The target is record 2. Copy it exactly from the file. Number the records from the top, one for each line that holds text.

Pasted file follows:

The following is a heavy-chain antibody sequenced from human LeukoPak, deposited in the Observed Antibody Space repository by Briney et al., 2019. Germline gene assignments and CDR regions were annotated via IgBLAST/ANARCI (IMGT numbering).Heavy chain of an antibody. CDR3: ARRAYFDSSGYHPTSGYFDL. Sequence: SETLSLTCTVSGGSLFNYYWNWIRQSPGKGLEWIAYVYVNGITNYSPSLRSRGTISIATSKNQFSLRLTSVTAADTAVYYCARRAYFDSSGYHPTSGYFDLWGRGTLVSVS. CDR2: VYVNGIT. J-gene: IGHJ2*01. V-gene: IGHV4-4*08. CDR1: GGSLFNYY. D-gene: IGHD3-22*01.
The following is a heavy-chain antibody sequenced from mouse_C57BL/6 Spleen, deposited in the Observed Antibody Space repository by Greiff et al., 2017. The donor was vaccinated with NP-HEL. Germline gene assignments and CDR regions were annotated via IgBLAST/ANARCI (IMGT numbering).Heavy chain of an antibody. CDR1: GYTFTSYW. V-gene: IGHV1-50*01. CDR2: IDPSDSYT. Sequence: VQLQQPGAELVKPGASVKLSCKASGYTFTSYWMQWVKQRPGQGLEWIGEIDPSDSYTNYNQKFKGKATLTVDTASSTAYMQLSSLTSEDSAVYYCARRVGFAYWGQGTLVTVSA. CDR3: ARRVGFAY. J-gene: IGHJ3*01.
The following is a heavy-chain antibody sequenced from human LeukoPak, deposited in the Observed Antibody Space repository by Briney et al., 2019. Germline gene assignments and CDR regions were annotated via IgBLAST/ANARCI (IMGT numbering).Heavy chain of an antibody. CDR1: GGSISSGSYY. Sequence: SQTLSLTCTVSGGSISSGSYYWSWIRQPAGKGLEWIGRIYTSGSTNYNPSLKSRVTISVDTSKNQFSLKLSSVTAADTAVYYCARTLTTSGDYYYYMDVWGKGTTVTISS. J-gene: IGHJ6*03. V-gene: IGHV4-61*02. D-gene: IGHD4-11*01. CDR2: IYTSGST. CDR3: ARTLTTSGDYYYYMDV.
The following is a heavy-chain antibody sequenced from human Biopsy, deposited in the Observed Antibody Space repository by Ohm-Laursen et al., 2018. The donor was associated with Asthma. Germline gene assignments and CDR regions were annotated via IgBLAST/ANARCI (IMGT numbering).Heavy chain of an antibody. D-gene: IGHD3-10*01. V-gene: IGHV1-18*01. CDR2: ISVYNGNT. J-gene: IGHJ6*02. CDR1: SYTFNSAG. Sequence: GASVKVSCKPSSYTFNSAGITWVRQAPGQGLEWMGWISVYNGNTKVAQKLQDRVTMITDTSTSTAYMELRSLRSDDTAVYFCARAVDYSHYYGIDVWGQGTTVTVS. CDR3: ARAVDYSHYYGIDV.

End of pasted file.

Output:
The following is a heavy-chain antibody sequenced from mouse_C57BL/6 Spleen, deposited in the Observed Antibody Space repository by Greiff et al., 2017. The donor was vaccinated with NP-HEL. Germline gene assignments and CDR regions were annotated via IgBLAST/ANARCI (IMGT numbering).Heavy chain of an antibody. CDR1: GYTFTSYW. V-gene: IGHV1-50*01. CDR2: IDPSDSYT. Sequence: VQLQQPGAELVKPGASVKLSCKASGYTFTSYWMQWVKQRPGQGLEWIGEIDPSDSYTNYNQKFKGKATLTVDTASSTAYMQLSSLTSEDSAVYYCARRVGFAYWGQGTLVTVSA. CDR3: ARRVGFAY. J-gene: IGHJ3*01.